But a handful of people remained and as the local government website of the village tell us today,  those were the ones passing on the tradition of decent wine making. There are a number of wine producers, small or large in Limbach today and the winery has remained a popular spot first for the socialist ‘leaders’, then for Vaclav Havel and various international delegations, local weddings and meetings to this day. In the 1990s, many original German families came to visit with their children and grandchildren curious to see where it had all started.


So if you ever travel to these parts, do not forget to raise a glass or two to mark the ability of humans to overcome even the biggest of upheavals, to reflect, to forgive and to move on. I can only say that there are no doubt many stories yet to be told and perhaps we will soon hear them from local authors themselves, not afraid to explore their rather rich multiethnic past.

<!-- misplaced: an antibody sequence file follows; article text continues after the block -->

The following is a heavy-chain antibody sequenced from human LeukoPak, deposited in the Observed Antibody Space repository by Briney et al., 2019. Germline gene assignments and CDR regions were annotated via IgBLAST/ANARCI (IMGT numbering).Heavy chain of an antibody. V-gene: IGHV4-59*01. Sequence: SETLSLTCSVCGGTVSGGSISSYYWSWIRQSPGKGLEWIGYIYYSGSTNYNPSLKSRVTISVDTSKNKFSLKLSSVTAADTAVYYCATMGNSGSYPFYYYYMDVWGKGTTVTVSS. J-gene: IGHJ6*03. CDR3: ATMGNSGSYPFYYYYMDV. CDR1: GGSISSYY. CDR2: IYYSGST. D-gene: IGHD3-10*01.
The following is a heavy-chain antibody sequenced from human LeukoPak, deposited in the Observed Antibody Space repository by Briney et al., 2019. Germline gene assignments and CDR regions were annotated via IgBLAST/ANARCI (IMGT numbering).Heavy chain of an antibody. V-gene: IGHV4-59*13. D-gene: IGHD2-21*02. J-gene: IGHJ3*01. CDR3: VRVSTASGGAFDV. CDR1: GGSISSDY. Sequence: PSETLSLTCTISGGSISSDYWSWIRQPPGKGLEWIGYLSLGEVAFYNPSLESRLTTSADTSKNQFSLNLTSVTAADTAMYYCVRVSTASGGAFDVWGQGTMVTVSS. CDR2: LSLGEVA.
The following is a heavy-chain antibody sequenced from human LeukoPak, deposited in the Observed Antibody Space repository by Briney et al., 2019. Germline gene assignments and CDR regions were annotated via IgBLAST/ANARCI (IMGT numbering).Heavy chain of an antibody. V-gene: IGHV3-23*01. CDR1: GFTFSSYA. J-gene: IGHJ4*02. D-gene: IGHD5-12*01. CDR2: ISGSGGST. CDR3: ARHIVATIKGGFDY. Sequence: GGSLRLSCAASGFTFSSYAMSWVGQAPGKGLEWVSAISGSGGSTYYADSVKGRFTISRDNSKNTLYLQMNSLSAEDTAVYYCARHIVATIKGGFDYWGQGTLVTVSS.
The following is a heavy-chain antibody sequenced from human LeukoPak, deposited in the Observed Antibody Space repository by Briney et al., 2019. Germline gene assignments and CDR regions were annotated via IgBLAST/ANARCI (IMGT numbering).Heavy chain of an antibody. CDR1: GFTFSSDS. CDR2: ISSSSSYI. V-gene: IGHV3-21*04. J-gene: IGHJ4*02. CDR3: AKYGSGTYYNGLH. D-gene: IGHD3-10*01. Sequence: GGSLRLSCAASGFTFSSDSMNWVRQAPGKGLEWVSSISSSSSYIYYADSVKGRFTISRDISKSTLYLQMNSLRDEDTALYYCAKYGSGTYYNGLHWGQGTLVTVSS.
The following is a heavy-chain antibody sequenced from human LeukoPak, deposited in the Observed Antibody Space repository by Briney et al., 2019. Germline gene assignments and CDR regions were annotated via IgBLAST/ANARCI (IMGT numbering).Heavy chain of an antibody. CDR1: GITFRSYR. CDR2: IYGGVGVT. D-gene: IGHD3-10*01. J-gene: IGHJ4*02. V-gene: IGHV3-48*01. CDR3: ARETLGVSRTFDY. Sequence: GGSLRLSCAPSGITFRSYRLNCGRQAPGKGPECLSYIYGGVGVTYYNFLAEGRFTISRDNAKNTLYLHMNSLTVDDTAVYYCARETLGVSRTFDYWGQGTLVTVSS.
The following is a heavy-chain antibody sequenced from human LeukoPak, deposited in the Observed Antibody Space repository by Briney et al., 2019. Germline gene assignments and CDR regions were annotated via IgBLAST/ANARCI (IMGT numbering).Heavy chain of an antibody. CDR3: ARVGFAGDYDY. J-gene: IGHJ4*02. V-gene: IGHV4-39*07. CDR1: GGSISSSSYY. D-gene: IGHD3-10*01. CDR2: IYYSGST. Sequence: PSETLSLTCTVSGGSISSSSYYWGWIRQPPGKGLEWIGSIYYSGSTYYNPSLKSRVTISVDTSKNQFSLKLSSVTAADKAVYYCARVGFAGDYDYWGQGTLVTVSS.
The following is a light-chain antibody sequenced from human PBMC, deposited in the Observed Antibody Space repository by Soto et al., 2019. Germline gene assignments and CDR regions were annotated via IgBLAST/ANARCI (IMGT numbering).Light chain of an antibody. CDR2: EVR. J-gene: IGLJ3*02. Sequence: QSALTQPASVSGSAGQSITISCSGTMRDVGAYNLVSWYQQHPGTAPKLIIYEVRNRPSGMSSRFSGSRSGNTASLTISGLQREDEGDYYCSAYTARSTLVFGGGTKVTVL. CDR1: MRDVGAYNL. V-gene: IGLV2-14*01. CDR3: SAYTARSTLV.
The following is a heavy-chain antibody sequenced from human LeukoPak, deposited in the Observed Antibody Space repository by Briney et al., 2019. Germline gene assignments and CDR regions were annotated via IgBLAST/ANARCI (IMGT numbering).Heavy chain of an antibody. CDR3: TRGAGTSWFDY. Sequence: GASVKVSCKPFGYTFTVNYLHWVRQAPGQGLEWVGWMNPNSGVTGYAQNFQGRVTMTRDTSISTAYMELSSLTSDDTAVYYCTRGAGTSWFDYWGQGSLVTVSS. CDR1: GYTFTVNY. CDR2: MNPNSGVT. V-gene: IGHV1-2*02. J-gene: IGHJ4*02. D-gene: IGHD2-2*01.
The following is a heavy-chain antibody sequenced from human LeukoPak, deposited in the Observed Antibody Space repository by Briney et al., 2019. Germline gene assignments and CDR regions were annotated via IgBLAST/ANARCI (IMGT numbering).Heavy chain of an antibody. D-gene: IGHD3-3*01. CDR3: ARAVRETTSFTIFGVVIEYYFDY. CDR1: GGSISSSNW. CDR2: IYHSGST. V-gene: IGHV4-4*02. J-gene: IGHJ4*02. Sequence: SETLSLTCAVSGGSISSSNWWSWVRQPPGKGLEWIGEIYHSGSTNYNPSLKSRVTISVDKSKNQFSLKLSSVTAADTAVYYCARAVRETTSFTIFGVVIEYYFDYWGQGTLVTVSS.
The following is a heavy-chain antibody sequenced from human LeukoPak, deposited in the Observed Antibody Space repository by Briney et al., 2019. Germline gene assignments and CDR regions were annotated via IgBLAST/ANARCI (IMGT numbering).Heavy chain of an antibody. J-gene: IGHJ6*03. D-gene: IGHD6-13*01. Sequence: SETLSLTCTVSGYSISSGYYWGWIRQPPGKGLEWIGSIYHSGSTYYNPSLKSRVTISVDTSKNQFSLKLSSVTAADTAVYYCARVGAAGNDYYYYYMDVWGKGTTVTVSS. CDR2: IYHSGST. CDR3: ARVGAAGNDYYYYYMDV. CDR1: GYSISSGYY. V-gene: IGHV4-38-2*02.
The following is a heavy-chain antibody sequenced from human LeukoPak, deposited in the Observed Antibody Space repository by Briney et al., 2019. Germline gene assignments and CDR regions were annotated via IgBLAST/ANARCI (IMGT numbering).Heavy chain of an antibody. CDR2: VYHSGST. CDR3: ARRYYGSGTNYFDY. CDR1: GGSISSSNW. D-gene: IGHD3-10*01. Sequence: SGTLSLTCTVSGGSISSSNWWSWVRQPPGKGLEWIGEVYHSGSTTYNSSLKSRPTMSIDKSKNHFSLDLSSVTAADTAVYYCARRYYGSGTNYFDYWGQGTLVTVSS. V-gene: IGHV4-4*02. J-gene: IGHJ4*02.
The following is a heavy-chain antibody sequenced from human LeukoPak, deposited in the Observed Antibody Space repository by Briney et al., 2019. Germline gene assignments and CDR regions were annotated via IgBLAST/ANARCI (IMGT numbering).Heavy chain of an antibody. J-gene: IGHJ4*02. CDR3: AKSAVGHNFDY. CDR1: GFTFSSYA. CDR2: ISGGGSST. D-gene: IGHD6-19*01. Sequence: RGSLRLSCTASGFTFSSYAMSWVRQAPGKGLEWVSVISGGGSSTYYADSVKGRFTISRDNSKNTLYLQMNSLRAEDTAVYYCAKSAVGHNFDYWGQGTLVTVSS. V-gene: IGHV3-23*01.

12 thoughts on “Tainted wine

  1. i don’t really know how it feels to have such a colourful & complex family history to explore, i always sort of envied people who do. My family stayed in the same town for umpteen generations as far as we know & were miners mostly. Nothing remarkable seems to emanate from our pages in history. When you find out new or revisit old histories in your family, does it affect your character, or do you find that something of the character of your ancestors is part of your character?